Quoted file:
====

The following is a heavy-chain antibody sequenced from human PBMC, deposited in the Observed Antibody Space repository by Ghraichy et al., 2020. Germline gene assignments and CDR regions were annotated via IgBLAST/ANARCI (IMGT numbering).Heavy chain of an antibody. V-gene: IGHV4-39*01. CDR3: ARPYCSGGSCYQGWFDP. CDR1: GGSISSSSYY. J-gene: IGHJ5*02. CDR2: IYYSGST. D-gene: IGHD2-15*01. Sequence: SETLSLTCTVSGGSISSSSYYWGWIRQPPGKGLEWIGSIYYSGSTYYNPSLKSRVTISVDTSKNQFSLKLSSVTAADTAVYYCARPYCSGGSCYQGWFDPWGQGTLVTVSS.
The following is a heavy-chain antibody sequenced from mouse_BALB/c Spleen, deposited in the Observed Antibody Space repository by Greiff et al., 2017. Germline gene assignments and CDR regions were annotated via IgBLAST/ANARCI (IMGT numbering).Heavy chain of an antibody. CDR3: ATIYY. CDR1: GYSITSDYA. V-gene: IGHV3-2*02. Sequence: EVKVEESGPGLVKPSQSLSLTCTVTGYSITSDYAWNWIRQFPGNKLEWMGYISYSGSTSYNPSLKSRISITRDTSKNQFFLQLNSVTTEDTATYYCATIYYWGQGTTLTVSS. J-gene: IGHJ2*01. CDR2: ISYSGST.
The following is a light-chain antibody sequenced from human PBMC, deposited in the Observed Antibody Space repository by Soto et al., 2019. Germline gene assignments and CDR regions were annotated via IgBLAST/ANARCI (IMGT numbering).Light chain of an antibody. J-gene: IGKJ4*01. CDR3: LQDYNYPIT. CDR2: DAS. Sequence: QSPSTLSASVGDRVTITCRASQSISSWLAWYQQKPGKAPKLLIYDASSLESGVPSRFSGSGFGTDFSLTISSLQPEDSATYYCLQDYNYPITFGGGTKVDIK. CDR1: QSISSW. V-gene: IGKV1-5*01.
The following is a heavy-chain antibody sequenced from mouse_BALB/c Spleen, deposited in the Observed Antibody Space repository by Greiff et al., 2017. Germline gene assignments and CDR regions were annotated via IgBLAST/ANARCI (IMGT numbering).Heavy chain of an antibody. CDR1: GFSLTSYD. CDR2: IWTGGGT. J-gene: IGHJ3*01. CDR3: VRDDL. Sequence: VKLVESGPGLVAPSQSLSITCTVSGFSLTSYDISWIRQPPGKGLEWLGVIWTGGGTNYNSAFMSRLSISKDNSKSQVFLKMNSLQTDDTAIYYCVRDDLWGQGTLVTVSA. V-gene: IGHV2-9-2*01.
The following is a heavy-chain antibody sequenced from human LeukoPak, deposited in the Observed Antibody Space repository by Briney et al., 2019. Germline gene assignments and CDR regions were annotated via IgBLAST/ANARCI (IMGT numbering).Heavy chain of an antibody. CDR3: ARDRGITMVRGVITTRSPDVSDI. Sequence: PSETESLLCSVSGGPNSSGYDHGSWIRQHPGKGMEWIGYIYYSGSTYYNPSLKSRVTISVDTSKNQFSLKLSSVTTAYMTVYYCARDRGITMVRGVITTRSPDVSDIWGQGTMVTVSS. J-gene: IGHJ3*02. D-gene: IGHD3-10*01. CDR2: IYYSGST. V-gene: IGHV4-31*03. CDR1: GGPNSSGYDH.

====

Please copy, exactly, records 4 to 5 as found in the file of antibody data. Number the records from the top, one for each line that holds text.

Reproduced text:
The following is a heavy-chain antibody sequenced from mouse_BALB/c Spleen, deposited in the Observed Antibody Space repository by Greiff et al., 2017. Germline gene assignments and CDR regions were annotated via IgBLAST/ANARCI (IMGT numbering).Heavy chain of an antibody. CDR1: GFSLTSYD. CDR2: IWTGGGT. J-gene: IGHJ3*01. CDR3: VRDDL. Sequence: VKLVESGPGLVAPSQSLSITCTVSGFSLTSYDISWIRQPPGKGLEWLGVIWTGGGTNYNSAFMSRLSISKDNSKSQVFLKMNSLQTDDTAIYYCVRDDLWGQGTLVTVSA. V-gene: IGHV2-9-2*01.
The following is a heavy-chain antibody sequenced from human LeukoPak, deposited in the Observed Antibody Space repository by Briney et al., 2019. Germline gene assignments and CDR regions were annotated via IgBLAST/ANARCI (IMGT numbering).Heavy chain of an antibody. CDR3: ARDRGITMVRGVITTRSPDVSDI. Sequence: PSETESLLCSVSGGPNSSGYDHGSWIRQHPGKGMEWIGYIYYSGSTYYNPSLKSRVTISVDTSKNQFSLKLSSVTTAYMTVYYCARDRGITMVRGVITTRSPDVSDIWGQGTMVTVSS. J-gene: IGHJ3*02. D-gene: IGHD3-10*01. CDR2: IYYSGST. V-gene: IGHV4-31*03. CDR1: GGPNSSGYDH.